Jan Stankiewicz

Research project title: 
Control mechanisms involved in dragonfly prey interception: a modelling approach
Research project: 

key words

Biomimetic robotics, internal models, feed forward control, active vision, object tracking, UAV, neural modelling

Background

It is known that dragonflies use an interception prey hunting strategy rather than a tracking approach [1]. Central to this strategy these insects must fixate their prey on the high resolution area of their compound eyes (which are rigidly attached to their head). Their hunting strategy is to approach prey from below and behind, aligning their direction of motion with that of the prey. This strategy typically requires extreme body angular accelerations in the initial phase of each pursuit. During this period, it is essential that their gaze remains fixed on the target. Recent work involving motion capture systems has revealed that dragonflies possess the ability to predictively compensate for retinal prey drift caused by their own body rotations and relative prey translation. It is hypothesised that this must involve internal models of some description, the construction and accuracy of these models is unknown.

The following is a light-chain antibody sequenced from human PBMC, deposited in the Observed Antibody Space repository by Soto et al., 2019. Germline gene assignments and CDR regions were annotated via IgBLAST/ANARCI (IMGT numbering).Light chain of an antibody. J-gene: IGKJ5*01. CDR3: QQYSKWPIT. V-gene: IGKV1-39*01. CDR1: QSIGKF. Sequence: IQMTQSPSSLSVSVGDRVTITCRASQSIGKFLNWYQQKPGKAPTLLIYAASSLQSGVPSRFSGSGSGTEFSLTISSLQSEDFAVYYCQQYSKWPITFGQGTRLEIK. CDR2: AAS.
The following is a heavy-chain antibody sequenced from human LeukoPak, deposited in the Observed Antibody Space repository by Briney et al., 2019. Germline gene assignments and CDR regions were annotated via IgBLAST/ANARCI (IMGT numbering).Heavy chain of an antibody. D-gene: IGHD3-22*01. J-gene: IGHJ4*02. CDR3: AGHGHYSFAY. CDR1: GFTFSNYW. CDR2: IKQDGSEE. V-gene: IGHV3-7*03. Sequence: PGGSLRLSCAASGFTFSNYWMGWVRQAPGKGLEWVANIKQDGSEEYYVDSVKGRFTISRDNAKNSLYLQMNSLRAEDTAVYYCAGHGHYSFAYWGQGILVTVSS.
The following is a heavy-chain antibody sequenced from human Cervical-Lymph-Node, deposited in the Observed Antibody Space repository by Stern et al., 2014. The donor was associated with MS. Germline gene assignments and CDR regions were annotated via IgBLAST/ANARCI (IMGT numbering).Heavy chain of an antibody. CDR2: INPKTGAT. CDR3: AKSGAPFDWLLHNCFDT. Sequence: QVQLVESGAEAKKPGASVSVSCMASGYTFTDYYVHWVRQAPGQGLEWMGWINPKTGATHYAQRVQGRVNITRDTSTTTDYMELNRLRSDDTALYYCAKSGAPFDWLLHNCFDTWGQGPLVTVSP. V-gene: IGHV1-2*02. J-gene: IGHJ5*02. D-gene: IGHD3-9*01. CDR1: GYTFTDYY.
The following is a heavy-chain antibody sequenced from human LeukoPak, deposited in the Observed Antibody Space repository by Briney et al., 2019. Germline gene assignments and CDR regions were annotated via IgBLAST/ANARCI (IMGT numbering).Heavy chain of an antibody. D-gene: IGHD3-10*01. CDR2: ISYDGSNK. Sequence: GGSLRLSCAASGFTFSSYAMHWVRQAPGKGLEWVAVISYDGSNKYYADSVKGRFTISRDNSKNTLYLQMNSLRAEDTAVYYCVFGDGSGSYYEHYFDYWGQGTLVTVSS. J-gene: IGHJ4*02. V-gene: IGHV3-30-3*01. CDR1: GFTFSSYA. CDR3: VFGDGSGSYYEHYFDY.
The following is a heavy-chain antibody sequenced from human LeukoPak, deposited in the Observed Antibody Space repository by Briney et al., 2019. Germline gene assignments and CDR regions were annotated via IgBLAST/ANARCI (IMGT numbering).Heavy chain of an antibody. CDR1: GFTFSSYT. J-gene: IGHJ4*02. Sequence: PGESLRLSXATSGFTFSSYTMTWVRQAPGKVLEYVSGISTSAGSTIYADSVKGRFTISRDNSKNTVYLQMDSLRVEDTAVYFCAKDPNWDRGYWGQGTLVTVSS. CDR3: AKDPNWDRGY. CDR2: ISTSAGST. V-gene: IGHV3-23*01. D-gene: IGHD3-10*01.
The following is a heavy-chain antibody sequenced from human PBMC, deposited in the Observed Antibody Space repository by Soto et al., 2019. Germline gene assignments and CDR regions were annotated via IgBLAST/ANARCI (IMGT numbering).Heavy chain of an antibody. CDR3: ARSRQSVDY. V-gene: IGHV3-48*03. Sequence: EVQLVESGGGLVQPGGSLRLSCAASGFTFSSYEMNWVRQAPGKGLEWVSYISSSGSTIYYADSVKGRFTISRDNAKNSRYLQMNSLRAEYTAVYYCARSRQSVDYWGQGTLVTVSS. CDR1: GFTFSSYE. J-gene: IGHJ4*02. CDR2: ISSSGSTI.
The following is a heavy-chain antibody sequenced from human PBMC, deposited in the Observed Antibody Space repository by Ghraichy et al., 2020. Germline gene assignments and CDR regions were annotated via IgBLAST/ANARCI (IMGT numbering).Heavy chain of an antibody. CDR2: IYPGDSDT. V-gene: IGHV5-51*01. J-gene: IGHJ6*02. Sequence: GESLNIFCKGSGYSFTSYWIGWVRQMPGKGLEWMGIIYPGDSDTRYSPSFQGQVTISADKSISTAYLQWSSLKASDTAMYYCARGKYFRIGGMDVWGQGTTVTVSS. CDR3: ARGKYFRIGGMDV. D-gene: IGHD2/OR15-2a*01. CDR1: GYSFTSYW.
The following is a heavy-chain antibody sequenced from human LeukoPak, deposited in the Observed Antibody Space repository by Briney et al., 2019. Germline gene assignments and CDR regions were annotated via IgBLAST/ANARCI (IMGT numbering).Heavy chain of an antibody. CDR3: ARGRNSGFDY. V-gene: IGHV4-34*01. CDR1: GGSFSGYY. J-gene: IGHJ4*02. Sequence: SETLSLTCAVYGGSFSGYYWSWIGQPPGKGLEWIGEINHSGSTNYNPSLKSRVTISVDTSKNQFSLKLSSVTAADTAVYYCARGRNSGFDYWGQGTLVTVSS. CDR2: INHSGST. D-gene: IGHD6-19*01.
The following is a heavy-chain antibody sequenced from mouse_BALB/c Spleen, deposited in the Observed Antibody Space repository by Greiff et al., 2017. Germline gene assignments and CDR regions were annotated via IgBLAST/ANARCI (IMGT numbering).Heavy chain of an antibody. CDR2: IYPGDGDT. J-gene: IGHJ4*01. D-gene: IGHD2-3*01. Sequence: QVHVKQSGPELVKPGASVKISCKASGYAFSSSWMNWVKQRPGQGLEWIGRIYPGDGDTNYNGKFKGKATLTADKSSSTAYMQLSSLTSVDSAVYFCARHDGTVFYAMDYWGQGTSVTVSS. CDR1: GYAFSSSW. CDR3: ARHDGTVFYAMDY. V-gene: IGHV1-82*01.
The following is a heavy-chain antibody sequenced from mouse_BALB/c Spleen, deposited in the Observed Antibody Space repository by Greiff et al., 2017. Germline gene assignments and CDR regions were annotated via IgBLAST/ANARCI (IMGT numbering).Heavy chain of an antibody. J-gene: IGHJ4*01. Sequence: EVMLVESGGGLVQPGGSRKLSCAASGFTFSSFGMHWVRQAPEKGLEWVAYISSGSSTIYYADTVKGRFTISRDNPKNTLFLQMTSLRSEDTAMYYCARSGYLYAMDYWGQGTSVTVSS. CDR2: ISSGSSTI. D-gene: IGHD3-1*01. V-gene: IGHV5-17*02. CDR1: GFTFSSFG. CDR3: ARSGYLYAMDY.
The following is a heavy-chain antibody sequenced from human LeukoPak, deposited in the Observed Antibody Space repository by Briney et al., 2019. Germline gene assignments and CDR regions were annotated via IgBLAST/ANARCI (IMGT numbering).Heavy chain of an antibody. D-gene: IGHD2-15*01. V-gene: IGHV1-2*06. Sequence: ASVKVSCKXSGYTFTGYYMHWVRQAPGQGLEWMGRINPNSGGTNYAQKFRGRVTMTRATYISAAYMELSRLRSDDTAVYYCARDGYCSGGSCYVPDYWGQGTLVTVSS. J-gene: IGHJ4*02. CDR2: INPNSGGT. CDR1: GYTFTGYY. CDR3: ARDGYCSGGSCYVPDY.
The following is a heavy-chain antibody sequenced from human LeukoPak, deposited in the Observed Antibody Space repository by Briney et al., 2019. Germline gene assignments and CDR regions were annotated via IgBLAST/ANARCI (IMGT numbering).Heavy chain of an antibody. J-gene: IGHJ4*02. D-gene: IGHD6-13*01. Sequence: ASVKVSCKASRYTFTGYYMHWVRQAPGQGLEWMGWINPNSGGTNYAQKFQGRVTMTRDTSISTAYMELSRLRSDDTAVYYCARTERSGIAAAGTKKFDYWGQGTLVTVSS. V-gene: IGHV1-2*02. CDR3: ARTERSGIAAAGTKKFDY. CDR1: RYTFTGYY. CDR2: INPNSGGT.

[1] Mischiati M, Lin H-T, Herold P, Imler E, Olberg R, Leonardo A. 2015 Internal models direct dragonfly interception steering. Nature 517, 333–338. (doi:10.1038/nature14045)

Aims

1. Investigate the neural mechanisms involved in biological feed forward circuits.

2. Develop a simulation environment that can be used in order to evaluate kinematic and dynamic models of flying insect behaviours.

3. Develop a robotic platform for the investigation of visually guided behaviours in flying insects.

Potential applications

Visual target tracking for autonomous drone-to-drone interception and transponder free tracking for filming or trajectory following.

About me: 

In 2008 I graduated from the Uinversity of Sheffield with an Meng in Mechatronics and subsequently worked at JaguarLandrover for five years as an electrical systems engineer. During this time I developed distributed safety critical security systems, such as electronic steering column locks for keyless entry cars. I left Jaguarlandrover in 2013 in order to travel. Between 2014 and 2015 I worked briefly for Martin Aircraft as an aircraft systems engineer.

Academic areas of interest:

Biologically inspired robotics, Vision, Navigation/SLAM, UAVs, Neural computation

 

Supervisor: 
Student type: 
Current student